EU wants divorce 'progress' before talks on new ties
Brexit guidelines by EU president calls for 'phased approach' as remaining countries pledge unity
VALLETTA, MALTA: The European Union (EU) demanded that Britain make "sufficient progress" on its divorce before any talks on a future trade deal can start as it laid out its tough Brexit negotiating plans yesterday.
EU president Donald Tusk's draft guidelines said the other 27 countries are ready for a transitional deal after Britain's exit in March 2019, but that such an arrangement would have to be under EU rules.
British Prime Minister Theresa May had, in her letter triggering the two-year exit process on Wednesday, called for talks on the divorce and a future deal to run in parallel as soon as negotiations start.
The EU has proclaimed its unity on Brexit, even as it reels from Britain's intention to become the first member state to leave in the bloc's 60-year history.
Mr Tusk's strategy will now be sent out to the leaders of the 27 remaining EU countries ahead of a special summit on April 29, when they will agree on them so that talks can start next month.
Germany and France had already set out a united and uncompromising stance against Mrs May's demands.
Mr Tusk's guidelines said the EU calls for a "phased approach" that prioritises an orderly withdrawal that will reduce the disruption caused by Britain's departure in March 2019.
"The European Council will monitor progress closely and determine when sufficient progress has been achieved to allow negotiations to proceed to the next phase on a future relationship", the draft guidelines said.
The EU said no trade deal can be agreed on before Brexit takes effect.
But it is also open to a transitional arrangement after Brexit as a "bridge" to a future deal some years down the line, but said it would have to be under EU rules.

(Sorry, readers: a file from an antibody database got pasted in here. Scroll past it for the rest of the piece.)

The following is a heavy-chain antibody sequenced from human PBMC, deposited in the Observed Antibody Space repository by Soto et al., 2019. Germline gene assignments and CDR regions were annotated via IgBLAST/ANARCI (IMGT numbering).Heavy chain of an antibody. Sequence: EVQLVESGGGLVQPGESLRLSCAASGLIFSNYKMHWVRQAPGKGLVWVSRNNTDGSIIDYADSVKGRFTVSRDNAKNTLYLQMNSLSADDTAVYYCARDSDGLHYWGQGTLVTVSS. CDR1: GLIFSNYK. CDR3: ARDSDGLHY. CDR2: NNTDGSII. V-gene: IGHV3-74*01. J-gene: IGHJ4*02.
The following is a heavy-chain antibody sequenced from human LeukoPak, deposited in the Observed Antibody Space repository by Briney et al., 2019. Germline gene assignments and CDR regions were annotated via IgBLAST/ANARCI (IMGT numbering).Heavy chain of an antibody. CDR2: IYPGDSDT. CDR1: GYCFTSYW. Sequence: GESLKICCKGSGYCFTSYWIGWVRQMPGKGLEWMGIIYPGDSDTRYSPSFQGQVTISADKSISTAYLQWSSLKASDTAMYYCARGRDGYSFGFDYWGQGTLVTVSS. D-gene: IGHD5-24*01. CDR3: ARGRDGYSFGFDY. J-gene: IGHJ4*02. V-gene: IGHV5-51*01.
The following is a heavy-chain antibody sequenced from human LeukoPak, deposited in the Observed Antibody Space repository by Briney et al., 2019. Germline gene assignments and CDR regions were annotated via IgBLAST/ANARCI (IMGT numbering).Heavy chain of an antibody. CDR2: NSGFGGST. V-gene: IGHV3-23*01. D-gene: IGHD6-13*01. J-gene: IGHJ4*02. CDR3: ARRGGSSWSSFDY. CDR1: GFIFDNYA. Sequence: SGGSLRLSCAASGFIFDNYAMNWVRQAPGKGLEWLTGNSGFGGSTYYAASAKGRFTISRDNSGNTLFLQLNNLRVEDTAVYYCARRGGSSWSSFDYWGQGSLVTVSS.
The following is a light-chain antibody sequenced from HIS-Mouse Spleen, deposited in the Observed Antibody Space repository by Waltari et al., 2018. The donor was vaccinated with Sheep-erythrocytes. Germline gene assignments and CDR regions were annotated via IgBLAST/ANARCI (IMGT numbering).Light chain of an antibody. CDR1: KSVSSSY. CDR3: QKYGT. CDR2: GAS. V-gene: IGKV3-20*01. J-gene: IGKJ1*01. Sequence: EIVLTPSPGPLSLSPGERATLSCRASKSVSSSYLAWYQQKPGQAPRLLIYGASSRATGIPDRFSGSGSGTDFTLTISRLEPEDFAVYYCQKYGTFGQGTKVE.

It said it is making preparations in case talks break down.
Mr Tusk was due to give a press conference in Malta with Maltese Prime Minister Joseph Muscat, whose country holds the EU's rotating presidency, to discuss the strategy.
The EU's chief negotiator, France's Michel Barnier, is expected to get the green light to start talks with Britain on May 22, an EU official said.
Mrs May formally notified the EU of Britain's intention to leave in a letter to Mr Tusk on Wednesday, which diplomats described as surprisingly conciliatory in tone for the most part.
But Mrs May's warning in the letter that failure to clinch a deal on trade would affect Britain's cooperation on terrorism and security still rankled with many.
"It is not a threat," Brexit minister David Davis told BBC radio after warnings from Brussels against using security as a bargaining chip in the talks.
The EU insisted it is unified ahead of the negotiations.
"Brexit is not the end of everything, but we must make it a beginning of something that will be new, stronger and better," European Commission chief Jean-Claude Juncker said in Malta on Thursday.
French President Francois Hollande followed German Chancellor Angela Merkel in snubbing Mrs May's proposed structure for the negotiations, saying the exit agreement should come first.
The fate of 3 million EU citizens living in Britain and 1 million British people within the bloc's nations is at the top of leaders' agenda.
Also looming large is the so-called "exit bill" that Britain will have to pay - estimated to be as much as 60 billion euros (S$83.9 billion) - and the border between Northern Ireland and Ireland.
EU leaders hope to resolve those issues by the end of the year before moving on to the future relationship and a possible transition.
But that leaves only 10 months before October 2018, the time Mr Barnier said the talks must wrap up to give time for the European Parliament and member states to approve what the negotiators come up with. - AFP